When you take out a mortgage, you have to plan for the future. This includes the unexpected. While no one likes to think about their own death, it’s important to plan. Your house loan does not just go away because you are no longer with us. It becomes the responsibility of those you left behind. Before you leave them in despair, learn the steps to take to properly care for your home loan.
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Is There a Co-Borrower?
The first thing to determine is if there is a co-borrower on the mortgage. If there is, that person becomes liable for the mortgage. They don’t have to pay the loan in full, by any means. But, they do have to take over the payments, making them in a timely manner. If they don’t make the payments, the bank can mark it against them on the credit report and/or take legal action if it goes on too long.
What Happens if There Isn’t a Co-Borrower?
If there isn’t a co-borrower on the loan, the mortgage note states that the lender has the right to immediate repayment of the loan. This means the deceased person’s estate should pay off the mortgage before making any other payments.
What if the Borrower Wills the Property?
The Dodd-Frank Act offers some protection to those who inherit a home upon a person’s passing if it’s in a will and testament. This rule allows an heir to take over the mortgage after a borrower’s passing. The act allows the new borrower to be added to the mortgage without any negative consequences or enabling the due-on-sale clause.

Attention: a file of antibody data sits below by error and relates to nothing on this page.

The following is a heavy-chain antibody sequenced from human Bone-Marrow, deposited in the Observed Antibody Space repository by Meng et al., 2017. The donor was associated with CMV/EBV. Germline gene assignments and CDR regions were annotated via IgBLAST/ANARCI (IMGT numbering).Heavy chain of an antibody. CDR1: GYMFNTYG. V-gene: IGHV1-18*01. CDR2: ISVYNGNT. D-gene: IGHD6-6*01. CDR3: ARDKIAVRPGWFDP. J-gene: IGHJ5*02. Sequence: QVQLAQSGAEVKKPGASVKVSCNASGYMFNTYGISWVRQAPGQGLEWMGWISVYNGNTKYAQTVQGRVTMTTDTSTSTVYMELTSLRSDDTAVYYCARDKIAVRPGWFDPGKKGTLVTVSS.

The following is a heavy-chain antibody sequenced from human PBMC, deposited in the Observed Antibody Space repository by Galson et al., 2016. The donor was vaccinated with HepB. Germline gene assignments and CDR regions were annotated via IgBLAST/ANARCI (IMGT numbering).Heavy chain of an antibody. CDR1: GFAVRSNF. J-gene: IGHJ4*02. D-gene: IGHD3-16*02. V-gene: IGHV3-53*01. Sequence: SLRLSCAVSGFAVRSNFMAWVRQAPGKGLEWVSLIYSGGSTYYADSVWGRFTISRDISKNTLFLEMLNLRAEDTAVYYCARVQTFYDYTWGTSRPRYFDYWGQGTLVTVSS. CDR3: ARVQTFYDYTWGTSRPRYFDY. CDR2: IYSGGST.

Even better news is that the person inheriting the property does not have to worry about the Ability to Repay Rule. In other words, the lender does not have to verify beyond a reasonable doubt that the person inheriting the loan can afford it. If the Ability to Repay Rule didn’t exist, it would be harder to inherit a property and/or loan because some people would not qualify.
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How Mortgage Insurance May Help
Another option to help your successors afford your home upon your death is mortgage insurance. This insurance is similar to life insurance, except it’s only to pay your mortgage. If you die, the mortgage insurance kicks in and would pay the lender holding the mortgage off in full. This would leave your successors with your home and no debt.
Keep in mind, this insurance only covers the outstanding mortgage balance – it does not give the difference of the policy’s value and the outstanding balance to your successors.
The most important thing to do when planning for life after your death is to create a will. This lets everyone, including the state, know what you want to do with your property. If you don’t have a will, your home could end up with the state and could even get lost to foreclosure if enough time passes and payments are not made.
Looking forward to what would happen to your home upon your death is very important. Talk to your loved ones about what they can handle and how they would like to proceed. If you want them on the mortgage, you’ll have to name them in the will. This is the only way your mortgage company will talk to them regarding the mortgage upon your passing in the first place. The combination of a properly executed will and mortgage insurance will provide your loved ones with the best outcome.
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